Another open enrollment period has come and gone. Hopefully this stressful time of year went smoothly for your HR department and for your employees, but chances are your team is frazzled and your employees still have questions about the plans they signed up for. No matter how well you handled open enrollment, there are probably steps you can take to make things go better next year.
Why is it so important to get open enrollment right? Well, according to Aflac surveys, 80% of employees believe that their benefits package influences their engagement in their jobs and with their companies. Moreover, a majority of employees surveyed said that they were likely to accept a job with lower compensation but better benefits. Therefore, it is vital that you make sure that employees have access to their benefits, are fully informed about the range of benefits available to them, and feel positive about every part of the benefits enrollment process.
So how can you make next year’s open enrollment period more satisfying and less painful for everyone involved? All the answers you need are in the open enrollment period you just survived. Take a hard look at the past enrollment period to figure out what went well, what didn’t go so well, and what you can do to handle open enrollment more effectively next year.
In today’s post we will examine the key components of a successful open enrollment analysis, plus share a few best practices every team could benefit from:
- Collecting Data
- Identifying Trends
- Analyzing Behaviors
- Creating Actionable Next Steps
- Common Best Practices
The first step to figuring out what to do next year is finding out exactly what happened this year. Hopefully you collected useful information during open enrollment, such as employee enrollment rates or the number of emails, meetings, one-on-one sessions, and calls between employees and internal stakeholders regarding the benefits options. What’s important to do now that the enrollment period is over, though, is to find out what employees and internal stakeholders thought of the process in order to identify pain points and preferences.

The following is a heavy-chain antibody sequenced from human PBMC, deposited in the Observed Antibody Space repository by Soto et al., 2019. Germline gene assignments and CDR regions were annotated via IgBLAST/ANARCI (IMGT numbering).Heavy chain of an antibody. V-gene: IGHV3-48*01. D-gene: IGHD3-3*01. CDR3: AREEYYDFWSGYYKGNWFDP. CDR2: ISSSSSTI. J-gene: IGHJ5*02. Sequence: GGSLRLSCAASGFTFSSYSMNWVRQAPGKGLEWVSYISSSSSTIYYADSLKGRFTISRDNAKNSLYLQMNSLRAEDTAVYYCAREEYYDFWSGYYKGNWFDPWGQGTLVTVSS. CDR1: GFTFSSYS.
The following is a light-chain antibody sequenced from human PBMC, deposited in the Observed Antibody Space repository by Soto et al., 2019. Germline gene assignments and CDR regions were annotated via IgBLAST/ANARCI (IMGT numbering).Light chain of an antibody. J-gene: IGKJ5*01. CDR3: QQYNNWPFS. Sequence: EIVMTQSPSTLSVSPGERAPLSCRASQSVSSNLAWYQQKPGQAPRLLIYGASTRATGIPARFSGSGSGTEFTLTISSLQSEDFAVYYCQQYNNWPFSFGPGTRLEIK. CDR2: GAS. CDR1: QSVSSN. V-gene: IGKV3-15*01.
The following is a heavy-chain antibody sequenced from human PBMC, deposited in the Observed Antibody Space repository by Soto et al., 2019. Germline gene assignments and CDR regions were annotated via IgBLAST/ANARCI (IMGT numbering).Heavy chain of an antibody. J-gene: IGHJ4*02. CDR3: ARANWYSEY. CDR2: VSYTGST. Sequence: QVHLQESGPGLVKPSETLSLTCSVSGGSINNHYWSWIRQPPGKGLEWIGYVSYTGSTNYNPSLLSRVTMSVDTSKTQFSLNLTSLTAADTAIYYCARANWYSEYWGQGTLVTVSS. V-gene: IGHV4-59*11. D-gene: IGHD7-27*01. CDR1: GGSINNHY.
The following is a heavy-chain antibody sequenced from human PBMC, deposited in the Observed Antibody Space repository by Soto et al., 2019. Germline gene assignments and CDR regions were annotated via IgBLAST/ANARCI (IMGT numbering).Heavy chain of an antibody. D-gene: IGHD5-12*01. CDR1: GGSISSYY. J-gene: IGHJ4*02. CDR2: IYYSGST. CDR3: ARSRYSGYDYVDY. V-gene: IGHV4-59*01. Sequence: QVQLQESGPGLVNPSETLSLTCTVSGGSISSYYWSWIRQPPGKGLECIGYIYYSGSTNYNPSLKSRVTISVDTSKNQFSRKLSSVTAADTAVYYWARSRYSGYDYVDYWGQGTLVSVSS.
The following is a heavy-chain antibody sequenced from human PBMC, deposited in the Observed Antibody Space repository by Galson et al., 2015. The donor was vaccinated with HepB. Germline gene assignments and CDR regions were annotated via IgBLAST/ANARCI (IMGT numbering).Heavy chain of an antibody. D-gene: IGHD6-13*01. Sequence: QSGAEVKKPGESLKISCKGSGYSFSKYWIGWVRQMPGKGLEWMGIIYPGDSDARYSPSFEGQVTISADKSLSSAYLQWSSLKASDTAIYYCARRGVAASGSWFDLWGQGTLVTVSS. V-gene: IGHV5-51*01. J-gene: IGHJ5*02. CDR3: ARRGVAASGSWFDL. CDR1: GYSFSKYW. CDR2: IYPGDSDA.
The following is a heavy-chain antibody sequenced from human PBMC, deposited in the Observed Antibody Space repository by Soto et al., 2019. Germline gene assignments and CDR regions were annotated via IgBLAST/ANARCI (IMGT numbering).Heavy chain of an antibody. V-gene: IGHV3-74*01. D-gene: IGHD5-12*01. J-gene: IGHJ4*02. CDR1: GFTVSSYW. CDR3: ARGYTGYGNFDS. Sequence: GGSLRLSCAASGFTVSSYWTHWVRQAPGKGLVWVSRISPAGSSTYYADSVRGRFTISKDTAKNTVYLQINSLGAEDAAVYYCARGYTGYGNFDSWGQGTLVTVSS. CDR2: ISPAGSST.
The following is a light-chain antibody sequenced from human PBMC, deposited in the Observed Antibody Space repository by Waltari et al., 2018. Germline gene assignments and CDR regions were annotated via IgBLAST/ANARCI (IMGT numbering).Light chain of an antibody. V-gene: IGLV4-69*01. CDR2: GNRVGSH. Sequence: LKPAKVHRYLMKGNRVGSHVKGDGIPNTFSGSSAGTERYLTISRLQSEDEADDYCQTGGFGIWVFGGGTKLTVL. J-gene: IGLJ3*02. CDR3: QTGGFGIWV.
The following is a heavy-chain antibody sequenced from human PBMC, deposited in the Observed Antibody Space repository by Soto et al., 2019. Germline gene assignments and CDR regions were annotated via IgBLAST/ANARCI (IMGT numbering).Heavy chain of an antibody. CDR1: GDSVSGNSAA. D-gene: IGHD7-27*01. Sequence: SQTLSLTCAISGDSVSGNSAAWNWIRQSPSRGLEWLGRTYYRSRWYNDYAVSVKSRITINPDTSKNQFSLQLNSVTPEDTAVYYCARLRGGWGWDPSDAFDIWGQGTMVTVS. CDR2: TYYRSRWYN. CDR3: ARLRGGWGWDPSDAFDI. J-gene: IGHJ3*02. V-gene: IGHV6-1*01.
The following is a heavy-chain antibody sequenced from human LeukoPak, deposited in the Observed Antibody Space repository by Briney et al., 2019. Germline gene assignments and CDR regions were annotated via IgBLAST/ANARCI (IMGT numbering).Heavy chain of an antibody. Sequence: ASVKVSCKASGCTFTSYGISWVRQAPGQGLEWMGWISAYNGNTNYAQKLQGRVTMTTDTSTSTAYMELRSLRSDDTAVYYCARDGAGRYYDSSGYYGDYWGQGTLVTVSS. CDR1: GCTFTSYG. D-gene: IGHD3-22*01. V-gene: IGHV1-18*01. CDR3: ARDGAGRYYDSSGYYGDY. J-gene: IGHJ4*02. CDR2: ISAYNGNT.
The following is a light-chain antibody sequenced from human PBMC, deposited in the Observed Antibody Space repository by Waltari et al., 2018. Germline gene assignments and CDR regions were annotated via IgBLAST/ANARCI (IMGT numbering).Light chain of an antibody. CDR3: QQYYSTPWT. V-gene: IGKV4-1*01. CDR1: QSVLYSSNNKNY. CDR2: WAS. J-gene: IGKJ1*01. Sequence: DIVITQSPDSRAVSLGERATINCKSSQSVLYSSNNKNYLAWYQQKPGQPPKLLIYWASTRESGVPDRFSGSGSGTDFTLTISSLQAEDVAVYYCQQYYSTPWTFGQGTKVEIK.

Some of the most important insights into your open enrollment procedures can come from soliciting feedback from employees. The best way to do this is to send surveys out to all employees who participated in open enrollment. Here are some key things to ask employees about in the surveys:
- Ease of enrollment
- Accessibility of information about benefit options
- Perceived quality of benefit options
- Areas for improvement
- Preferred methods for enrollment and communication
In addition to talking to employees, you should also make sure to send surveys to your internal stakeholders – namely managers and members of the HR department – to see how open enrollment went for them. Be sure to include questions about:
- Success meeting enrollment goals
- Processes that went well
- Issues that arose
- Suggested procedures for next year
- Ways to make their job easier during open enrollment
Once you have collected enough data, it is time to analyze it to draw inferences that will allow you to plan for next year. You should look for trends in survey responses that indicate either successes or challenges during the enrollment period.
Some common trends that you may encounter in employee surveys that you should take seriously include:
- Confusion regarding benefit details
- Dissatisfaction with benefit options
- Frustration with the enrollment process itself
Things to look out for in your survey responses from internal stakeholders are:
- Answering the same questions over and over
- Not knowing who to direct employees to for further information
- Difficulty tracking enrollment/other systems issues
Analyze Behaviors and Processes
Behind each trend is a behavior or set of behaviors that drove the end result for your employees or stakeholders. In many cases the good or bad behaviors and processes will become evident as soon as you identify the trends, others may require further interviews with troubled survey respondents to identify.
The same trends can also have different behaviors behind them that will become clear upon further investigation. Take, for instance, the example of employee dissatisfaction with benefit options. You have a serious issue when a lot of employees are not happy with the benefits offered to them, since benefits are key to employee performance and retention. In some cases, your benefits package may need to be reviewed and expanded. Most of the time, however, employees’ dissatisfaction stems from not being clearly informed of the full range of options available to them. Taking the time to explain the options and how they provide for employee needs can nip this issue in the bud.
General categories of behaviors and processes to examine in explaining each trend include:
- Distribution of benefit option information
- Communication structures and behaviors
- Availability of resources for employees, managers, and the human resources team
- Enrollment process – did employees enroll on paper or online?
- Enrollment tracking
Create Actionable Next Steps